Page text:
Striving for excellence in enforcement entails such things, even to the extent of trying to keep violent criminals alive to face the law. Civilisation remember? Police arn't supposed to be those mirror tint sunglass freaks you see on TV featuring Redneckville.

    Don't tell me the targeting criteria I mention here is not taught in the firearm's syllabus? Or is every cop too nervous of trigger happy to try to bring criminals in alive?

  8. Everything clear now.

    Malaysia police in patrol vehicle armed with MP5 SUB-MACHINE GUN.
    So it is not simple bang bang bang, but spray of bullets.

    So the street are "safer" now?

  9. Police on the easy way out
    The way they face the robbers
    Only their version not the dead
    Wanted criminals why the crimes?

    They can't allegedly write proper report
    It is best they gone with the easy sparks
    One bullet, two bullets or 3 bullets
    Then this mantra 'armed robbers running towards them”

    The first duty of the law enforcement
    Save lives find the truth about crimes
    It isn't killing spree with legal rights
    There are lives aim to mobilize them

    I once stayed in a flat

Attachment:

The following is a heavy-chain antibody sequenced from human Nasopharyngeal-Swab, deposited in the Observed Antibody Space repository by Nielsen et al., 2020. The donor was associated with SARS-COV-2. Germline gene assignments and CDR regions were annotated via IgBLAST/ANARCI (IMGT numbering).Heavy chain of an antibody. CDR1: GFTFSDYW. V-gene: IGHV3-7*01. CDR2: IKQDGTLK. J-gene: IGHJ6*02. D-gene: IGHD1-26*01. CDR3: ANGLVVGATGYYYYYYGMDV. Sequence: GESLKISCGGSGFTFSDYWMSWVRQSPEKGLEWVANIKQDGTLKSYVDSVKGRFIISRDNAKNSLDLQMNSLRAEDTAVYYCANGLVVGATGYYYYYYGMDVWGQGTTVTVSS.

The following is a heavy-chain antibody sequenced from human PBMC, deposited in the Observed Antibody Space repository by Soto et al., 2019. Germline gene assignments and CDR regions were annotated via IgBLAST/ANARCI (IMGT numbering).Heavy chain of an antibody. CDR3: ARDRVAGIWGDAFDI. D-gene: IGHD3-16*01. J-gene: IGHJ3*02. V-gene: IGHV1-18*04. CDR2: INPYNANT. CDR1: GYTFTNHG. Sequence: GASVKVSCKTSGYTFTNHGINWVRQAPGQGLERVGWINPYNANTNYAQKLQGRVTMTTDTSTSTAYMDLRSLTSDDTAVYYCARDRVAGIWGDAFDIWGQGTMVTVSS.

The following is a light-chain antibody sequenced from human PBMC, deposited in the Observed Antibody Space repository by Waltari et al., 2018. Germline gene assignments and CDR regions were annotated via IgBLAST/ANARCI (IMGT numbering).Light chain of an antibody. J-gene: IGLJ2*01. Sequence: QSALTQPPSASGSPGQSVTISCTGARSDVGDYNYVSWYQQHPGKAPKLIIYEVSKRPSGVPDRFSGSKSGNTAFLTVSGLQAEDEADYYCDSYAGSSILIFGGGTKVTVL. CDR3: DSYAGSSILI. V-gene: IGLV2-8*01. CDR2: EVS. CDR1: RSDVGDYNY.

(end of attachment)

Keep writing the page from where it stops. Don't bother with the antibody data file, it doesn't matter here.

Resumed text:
Where once police party shot dead 6 criminals
    I didn't know about it though I saw the dented marks
    Later the owner told me about the incident

    Did the 6 fight back?
    When the grilled and wooden doors silently cut
    Hailed of bullets pumped in....
    The 6 died in their rooms

    I heard that version
    From the locals staying in the flat
    The parents came to offer rituals
    Forgot I was staying inside

    Some may say
    The killers ought to be punished
    In proper court of law
    Then it is only right

    Can we trust our law agencies?
    Can we trust our judiciary?
    It is blowing with the wind
    The disgrace ink into our minds

  10. The police are using the CIA's method of using UAVs to wipe out their opponents in South Asia. On press of the button and kaa-booom they are dead before they knew what hit them.